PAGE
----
“Hookah has always been a really large part of my culture,” explains Abd El Hamid as she prepares shisha for a customer. “It originates from Egypt back in the fifteenth century and it was more common amongst the aristocrats. Later on it became popular in what are called ahwahs, which are traditional coffee shops.”
“Men just sit there all day talking about politics, playing games and smoking their hookahs,” the Egyptian-born Abd El Hamid says as she finishes loading the top of a pipe with flavoured molasses. (Canada doesn’t permit tobacco hookahs.)
“Creating this space was perfect for me – it meant I could create a space where women felt comfortable and youth could be comfortable in this beautiful, vibrant environment where we brought together different parts of our cultures and traditions.”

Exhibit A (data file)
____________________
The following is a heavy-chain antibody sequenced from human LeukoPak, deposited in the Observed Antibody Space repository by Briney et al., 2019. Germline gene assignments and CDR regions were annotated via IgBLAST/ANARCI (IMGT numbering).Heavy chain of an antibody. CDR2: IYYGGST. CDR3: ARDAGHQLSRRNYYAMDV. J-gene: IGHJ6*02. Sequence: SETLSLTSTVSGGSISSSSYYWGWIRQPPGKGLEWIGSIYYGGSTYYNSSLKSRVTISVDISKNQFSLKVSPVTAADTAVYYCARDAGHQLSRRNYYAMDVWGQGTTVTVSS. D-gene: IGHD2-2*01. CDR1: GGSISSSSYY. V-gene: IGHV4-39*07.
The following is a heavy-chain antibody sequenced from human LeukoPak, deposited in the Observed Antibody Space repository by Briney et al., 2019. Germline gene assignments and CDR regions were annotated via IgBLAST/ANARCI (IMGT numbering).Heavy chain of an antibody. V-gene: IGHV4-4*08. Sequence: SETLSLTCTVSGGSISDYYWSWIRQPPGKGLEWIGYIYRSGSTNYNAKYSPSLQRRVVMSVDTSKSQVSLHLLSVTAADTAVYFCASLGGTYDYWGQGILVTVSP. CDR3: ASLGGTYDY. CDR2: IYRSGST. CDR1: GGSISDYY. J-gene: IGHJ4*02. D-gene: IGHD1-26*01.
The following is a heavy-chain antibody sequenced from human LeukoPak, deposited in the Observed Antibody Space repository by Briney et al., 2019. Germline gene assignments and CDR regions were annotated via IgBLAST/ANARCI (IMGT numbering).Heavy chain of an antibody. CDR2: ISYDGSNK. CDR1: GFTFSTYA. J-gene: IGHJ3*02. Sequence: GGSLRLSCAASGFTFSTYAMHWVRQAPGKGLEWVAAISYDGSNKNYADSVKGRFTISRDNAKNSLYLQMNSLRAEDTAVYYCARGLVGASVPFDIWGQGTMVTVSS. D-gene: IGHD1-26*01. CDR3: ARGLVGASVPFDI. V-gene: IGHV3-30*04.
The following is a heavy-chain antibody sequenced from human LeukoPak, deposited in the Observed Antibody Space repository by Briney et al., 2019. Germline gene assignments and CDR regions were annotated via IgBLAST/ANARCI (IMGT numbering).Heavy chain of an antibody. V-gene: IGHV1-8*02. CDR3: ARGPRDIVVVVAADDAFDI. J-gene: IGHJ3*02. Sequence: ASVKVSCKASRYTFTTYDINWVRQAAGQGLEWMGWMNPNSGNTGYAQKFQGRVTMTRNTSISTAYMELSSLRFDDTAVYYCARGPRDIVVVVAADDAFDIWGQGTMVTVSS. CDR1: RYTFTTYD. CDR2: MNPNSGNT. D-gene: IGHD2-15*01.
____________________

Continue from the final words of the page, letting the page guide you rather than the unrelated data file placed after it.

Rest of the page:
She found a kindred spirit in Naser, a successful Palestinian contractor who fled Damascus when the Syrian civil war threatened to destroy his family. After a chance meeting with Abd El Hamid where they discovered a mutual wish to open a hookah restaurant, the two partnered on a project that has become his oasis in the sometimes frigid Manitoba capital.
With a menu that features pistachio baklava, moutabbal, shawarma poutine and ma hamara manakeesh (pizza), it’s clear living up an outstanding culinary standard was a priority.
“We have those Syrian recipe that tastes like Syria. We make Syrian food in true Syrian style,” says Naser.